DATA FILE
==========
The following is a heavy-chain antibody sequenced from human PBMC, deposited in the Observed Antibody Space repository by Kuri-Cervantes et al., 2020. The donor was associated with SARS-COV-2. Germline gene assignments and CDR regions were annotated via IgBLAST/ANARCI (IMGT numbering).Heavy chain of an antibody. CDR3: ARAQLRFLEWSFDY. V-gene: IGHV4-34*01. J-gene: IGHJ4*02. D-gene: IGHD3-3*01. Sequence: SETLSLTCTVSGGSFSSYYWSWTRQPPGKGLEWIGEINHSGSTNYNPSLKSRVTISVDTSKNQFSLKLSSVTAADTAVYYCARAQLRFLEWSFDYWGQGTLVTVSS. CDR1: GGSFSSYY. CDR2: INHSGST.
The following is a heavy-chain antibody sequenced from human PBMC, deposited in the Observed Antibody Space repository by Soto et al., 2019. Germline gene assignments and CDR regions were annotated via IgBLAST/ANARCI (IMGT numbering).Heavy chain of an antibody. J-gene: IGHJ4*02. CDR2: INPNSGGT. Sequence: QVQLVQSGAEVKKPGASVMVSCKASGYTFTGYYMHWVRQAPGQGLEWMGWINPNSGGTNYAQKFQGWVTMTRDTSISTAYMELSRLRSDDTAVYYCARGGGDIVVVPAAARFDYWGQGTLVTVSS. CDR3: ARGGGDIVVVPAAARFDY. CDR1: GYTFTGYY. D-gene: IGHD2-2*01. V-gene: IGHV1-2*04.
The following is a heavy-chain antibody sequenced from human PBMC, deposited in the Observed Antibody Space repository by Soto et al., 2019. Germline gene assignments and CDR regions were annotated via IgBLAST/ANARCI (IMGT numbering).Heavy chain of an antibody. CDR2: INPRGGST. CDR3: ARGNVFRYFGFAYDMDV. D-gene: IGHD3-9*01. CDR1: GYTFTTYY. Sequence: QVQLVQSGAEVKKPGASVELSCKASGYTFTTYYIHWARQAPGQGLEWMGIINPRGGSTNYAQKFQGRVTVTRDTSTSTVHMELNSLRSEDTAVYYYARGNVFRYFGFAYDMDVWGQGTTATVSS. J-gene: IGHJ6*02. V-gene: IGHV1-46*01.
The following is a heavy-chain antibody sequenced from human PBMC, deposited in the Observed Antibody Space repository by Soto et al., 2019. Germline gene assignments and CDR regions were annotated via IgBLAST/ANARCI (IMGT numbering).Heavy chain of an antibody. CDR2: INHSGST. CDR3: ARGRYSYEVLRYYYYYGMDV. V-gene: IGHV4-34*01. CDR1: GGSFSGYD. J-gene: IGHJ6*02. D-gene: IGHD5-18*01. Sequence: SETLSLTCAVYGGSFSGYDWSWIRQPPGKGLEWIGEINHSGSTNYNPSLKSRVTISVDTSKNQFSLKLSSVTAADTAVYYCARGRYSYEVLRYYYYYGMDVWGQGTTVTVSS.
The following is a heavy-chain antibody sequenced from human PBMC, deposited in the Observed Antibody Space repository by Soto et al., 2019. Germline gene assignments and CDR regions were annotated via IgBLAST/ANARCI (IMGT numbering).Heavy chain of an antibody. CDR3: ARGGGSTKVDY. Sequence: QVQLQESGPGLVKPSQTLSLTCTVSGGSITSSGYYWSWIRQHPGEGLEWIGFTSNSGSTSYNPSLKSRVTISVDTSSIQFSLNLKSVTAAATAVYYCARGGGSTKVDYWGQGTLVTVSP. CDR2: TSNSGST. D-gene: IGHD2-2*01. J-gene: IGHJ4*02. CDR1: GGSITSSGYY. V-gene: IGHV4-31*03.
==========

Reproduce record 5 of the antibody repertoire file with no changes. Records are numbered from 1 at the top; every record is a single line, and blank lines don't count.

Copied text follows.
The following is a heavy-chain antibody sequenced from human PBMC, deposited in the Observed Antibody Space repository by Soto et al., 2019. Germline gene assignments and CDR regions were annotated via IgBLAST/ANARCI (IMGT numbering).Heavy chain of an antibody. CDR3: ARGGGSTKVDY. Sequence: QVQLQESGPGLVKPSQTLSLTCTVSGGSITSSGYYWSWIRQHPGEGLEWIGFTSNSGSTSYNPSLKSRVTISVDTSSIQFSLNLKSVTAAATAVYYCARGGGSTKVDYWGQGTLVTVSP. CDR2: TSNSGST. D-gene: IGHD2-2*01. J-gene: IGHJ4*02. CDR1: GGSITSSGYY. V-gene: IGHV4-31*03.